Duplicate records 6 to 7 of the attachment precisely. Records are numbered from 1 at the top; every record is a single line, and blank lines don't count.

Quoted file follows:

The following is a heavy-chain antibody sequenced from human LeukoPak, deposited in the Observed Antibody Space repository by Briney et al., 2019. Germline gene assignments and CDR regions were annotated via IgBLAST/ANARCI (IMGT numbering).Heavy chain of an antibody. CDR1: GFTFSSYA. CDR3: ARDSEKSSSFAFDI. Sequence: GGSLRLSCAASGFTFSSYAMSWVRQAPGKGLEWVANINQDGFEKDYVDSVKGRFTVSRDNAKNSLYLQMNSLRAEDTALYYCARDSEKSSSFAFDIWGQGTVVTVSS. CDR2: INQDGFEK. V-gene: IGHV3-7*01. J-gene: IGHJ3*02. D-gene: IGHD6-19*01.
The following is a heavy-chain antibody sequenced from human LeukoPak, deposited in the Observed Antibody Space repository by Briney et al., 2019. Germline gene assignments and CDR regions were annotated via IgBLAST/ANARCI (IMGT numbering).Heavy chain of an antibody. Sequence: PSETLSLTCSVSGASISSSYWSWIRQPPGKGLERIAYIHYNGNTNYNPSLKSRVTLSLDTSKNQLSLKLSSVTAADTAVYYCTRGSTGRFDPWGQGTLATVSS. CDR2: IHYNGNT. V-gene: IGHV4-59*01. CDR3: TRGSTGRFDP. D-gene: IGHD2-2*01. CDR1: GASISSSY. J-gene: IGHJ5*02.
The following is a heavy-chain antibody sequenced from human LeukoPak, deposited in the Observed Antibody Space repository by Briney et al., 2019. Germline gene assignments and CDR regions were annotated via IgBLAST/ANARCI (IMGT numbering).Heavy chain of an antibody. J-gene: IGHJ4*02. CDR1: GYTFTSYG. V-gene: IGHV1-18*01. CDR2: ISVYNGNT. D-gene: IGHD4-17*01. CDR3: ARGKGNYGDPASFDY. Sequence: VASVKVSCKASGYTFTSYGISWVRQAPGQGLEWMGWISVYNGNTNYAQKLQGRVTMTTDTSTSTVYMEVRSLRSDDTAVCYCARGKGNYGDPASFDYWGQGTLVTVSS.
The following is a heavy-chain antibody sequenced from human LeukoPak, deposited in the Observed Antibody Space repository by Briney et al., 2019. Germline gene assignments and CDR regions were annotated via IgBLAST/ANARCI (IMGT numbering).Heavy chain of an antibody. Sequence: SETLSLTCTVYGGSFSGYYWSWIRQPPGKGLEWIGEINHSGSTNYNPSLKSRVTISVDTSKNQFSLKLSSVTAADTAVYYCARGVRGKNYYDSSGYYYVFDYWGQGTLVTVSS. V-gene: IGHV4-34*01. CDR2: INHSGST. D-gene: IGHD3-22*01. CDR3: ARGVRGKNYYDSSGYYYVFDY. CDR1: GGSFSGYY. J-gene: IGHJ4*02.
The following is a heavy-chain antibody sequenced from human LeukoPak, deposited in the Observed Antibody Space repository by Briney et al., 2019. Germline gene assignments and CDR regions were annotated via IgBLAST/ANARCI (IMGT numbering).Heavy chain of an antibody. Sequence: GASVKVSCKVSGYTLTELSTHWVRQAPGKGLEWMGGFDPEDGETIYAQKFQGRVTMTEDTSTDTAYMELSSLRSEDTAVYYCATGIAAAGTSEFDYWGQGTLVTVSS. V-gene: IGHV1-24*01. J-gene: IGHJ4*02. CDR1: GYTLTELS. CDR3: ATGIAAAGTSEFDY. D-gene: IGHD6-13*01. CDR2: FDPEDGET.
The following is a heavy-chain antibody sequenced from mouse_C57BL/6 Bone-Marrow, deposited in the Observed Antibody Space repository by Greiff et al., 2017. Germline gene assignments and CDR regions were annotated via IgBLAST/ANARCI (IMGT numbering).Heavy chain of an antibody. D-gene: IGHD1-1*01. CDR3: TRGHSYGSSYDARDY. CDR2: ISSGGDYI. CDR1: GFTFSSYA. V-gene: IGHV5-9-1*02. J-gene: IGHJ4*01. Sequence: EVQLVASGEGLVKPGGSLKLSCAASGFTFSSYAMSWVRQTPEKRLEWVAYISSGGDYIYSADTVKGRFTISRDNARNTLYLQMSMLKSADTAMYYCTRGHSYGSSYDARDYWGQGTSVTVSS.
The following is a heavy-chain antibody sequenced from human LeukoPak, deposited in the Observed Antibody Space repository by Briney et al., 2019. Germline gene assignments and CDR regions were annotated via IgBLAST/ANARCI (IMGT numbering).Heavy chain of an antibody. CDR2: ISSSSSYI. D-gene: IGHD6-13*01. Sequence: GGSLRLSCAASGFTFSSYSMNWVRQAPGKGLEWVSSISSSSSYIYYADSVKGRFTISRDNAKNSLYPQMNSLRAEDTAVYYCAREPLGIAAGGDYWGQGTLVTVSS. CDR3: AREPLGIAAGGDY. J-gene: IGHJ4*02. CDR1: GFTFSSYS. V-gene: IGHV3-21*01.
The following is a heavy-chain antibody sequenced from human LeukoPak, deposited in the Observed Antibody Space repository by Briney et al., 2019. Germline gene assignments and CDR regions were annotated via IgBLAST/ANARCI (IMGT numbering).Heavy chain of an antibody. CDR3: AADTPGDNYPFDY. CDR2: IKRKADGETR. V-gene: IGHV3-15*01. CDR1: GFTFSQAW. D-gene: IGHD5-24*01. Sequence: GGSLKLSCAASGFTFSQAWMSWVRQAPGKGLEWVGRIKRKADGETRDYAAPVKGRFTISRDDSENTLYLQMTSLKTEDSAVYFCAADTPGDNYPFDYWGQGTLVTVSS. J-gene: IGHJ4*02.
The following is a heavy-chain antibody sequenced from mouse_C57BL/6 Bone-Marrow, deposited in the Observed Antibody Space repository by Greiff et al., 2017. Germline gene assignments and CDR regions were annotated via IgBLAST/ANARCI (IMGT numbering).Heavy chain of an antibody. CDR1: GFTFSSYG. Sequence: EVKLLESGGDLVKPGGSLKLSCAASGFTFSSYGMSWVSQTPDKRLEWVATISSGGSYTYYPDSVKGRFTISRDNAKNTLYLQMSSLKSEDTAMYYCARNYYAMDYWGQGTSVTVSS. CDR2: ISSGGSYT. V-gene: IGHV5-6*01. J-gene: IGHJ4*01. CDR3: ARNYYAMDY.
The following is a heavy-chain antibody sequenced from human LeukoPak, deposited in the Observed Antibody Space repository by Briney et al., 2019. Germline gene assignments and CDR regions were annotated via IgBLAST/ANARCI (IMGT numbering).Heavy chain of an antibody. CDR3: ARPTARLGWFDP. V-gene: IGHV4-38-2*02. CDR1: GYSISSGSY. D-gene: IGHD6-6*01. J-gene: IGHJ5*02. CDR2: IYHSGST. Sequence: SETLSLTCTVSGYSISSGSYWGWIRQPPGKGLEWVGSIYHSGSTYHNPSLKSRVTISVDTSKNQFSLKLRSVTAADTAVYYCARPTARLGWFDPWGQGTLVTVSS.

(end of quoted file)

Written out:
The following is a heavy-chain antibody sequenced from mouse_C57BL/6 Bone-Marrow, deposited in the Observed Antibody Space repository by Greiff et al., 2017. Germline gene assignments and CDR regions were annotated via IgBLAST/ANARCI (IMGT numbering).Heavy chain of an antibody. D-gene: IGHD1-1*01. CDR3: TRGHSYGSSYDARDY. CDR2: ISSGGDYI. CDR1: GFTFSSYA. V-gene: IGHV5-9-1*02. J-gene: IGHJ4*01. Sequence: EVQLVASGEGLVKPGGSLKLSCAASGFTFSSYAMSWVRQTPEKRLEWVAYISSGGDYIYSADTVKGRFTISRDNARNTLYLQMSMLKSADTAMYYCTRGHSYGSSYDARDYWGQGTSVTVSS.
The following is a heavy-chain antibody sequenced from human LeukoPak, deposited in the Observed Antibody Space repository by Briney et al., 2019. Germline gene assignments and CDR regions were annotated via IgBLAST/ANARCI (IMGT numbering).Heavy chain of an antibody. CDR2: ISSSSSYI. D-gene: IGHD6-13*01. Sequence: GGSLRLSCAASGFTFSSYSMNWVRQAPGKGLEWVSSISSSSSYIYYADSVKGRFTISRDNAKNSLYPQMNSLRAEDTAVYYCAREPLGIAAGGDYWGQGTLVTVSS. CDR3: AREPLGIAAGGDY. J-gene: IGHJ4*02. CDR1: GFTFSSYS. V-gene: IGHV3-21*01.